Let the lowly brother glory in his exaltation, but the rich in his humiliation, because as a flower of the field he will pass away.
Believe it or not, that’s not a threat. It’s actually a promise. And I don’t mean that in the way that a parent tells their child, “I’m not threatening, I’m promising!” usually that deals with exercising authority. I don’t think that’s the case here. It’s just reality–men fade away, even the rich. James ends up talking about favoritism in chapter 2, about how people in the church are not to fancy those with nicer things, clothing, jewelry, etc.
I think the heart of what James is getting at here is having an eternal perspective. For the poor (lowly) man, he can rejoice in his exaltation through the gospel–that he is worth more than what he has, and that he is not confined or defined by that. That God doesn’t reserve any favor because of his social standing. He understands he has a treasure in heaven, and that’s worth rejoicing over.
On the other hand, the rich has achieved a status by one thing: either by hard work or by his name. Either he spent years building a fortune or else he inherited it from his family, as money tends to go.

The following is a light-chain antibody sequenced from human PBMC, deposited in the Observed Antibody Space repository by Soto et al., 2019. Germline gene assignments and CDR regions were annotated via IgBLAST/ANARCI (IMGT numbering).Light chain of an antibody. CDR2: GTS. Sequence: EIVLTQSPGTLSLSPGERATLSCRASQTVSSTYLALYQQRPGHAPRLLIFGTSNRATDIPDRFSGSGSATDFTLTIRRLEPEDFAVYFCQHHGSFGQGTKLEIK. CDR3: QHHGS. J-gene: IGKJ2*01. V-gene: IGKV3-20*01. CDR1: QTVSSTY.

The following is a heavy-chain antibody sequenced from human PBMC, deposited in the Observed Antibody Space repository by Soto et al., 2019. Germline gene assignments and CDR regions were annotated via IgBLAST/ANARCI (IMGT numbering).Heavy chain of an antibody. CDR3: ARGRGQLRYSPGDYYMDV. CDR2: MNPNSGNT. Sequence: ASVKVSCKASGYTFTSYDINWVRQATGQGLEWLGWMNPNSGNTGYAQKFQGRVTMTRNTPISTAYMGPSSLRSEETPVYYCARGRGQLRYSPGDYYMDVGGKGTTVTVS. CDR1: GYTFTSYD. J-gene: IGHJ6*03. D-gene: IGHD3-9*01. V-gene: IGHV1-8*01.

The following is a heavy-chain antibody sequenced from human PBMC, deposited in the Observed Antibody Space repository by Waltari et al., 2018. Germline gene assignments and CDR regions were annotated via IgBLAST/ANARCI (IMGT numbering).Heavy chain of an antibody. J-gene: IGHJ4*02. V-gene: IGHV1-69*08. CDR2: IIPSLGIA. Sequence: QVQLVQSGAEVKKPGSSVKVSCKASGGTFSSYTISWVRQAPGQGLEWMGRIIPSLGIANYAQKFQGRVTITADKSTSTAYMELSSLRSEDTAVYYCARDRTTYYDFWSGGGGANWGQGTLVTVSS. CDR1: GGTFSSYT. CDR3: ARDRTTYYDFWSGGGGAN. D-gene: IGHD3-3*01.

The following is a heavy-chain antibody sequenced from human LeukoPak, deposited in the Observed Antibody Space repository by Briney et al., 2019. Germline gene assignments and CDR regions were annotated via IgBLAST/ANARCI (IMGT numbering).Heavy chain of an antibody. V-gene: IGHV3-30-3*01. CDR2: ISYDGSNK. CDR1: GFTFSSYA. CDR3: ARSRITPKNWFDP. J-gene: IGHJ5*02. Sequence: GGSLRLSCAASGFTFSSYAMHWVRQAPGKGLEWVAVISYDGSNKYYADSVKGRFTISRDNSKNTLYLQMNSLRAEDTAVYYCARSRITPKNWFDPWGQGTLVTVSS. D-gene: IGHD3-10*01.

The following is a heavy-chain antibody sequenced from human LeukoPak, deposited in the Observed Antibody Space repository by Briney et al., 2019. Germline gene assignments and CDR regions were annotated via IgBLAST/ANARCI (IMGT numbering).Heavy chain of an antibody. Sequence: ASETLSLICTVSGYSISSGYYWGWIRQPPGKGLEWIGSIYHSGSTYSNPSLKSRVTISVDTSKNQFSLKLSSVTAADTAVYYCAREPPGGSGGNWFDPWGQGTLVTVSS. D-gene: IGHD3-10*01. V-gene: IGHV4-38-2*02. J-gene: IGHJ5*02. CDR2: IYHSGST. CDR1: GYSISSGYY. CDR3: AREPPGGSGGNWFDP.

That said, I think the important thing here is to balance perspective. As a rich person, humiliation is important because you begin to realize that:
Mercy isn’t something we are entitled to. It cost Jesus everything to live on a ball of dirt and resist temptation all of His life, to live perfectly, and to die at the hands of unjust men. Understanding what it cost Jesus is humbling and overwhelming.
On the other hand:
Mercy isn’t something you have to work for! You can work all you want, but it’s not helping you get any extra mercy, and it doesn’t earn you righteousness. Being willing to slow down and rest is extremely humbling.
The interesting thing about Christianity is that everyone has a past. What’s easy for one person to reconcile in their mind takes someone else years. a “poor” person may never struggle with feeling entitled, while a “rich” person may never struggle with feeling like a second class citizen. But the gospel makes everyone in Christ equal, and makes Jesus great. take that for what it’s worth.